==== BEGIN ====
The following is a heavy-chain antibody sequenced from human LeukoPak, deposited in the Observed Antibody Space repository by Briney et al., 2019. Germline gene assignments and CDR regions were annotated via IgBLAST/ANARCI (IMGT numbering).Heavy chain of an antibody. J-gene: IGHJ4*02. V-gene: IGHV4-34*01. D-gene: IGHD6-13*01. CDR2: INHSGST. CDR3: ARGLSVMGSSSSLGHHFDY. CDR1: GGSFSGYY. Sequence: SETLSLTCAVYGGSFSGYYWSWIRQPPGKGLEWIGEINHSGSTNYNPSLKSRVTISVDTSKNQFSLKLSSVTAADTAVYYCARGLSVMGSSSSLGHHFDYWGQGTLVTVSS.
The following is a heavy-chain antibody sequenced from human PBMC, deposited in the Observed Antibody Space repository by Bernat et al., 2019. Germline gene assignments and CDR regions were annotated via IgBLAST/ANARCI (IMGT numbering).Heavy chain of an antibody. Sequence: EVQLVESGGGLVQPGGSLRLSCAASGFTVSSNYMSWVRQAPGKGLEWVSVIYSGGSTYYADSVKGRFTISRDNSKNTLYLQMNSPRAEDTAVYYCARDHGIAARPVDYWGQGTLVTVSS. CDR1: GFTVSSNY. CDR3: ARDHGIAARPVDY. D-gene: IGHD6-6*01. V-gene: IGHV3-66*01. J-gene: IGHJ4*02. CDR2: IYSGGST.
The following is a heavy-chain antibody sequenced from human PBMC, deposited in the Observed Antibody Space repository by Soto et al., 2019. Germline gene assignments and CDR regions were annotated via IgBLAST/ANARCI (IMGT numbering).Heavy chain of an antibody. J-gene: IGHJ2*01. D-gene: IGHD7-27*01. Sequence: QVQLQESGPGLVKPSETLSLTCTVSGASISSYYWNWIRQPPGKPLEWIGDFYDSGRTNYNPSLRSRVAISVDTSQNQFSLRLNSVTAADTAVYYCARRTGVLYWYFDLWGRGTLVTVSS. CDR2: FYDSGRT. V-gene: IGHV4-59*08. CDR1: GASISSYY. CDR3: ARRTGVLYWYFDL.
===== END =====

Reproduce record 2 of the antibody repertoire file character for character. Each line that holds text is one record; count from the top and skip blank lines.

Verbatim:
The following is a heavy-chain antibody sequenced from human PBMC, deposited in the Observed Antibody Space repository by Bernat et al., 2019. Germline gene assignments and CDR regions were annotated via IgBLAST/ANARCI (IMGT numbering).Heavy chain of an antibody. Sequence: EVQLVESGGGLVQPGGSLRLSCAASGFTVSSNYMSWVRQAPGKGLEWVSVIYSGGSTYYADSVKGRFTISRDNSKNTLYLQMNSPRAEDTAVYYCARDHGIAARPVDYWGQGTLVTVSS. CDR1: GFTVSSNY. CDR3: ARDHGIAARPVDY. D-gene: IGHD6-6*01. V-gene: IGHV3-66*01. J-gene: IGHJ4*02. CDR2: IYSGGST.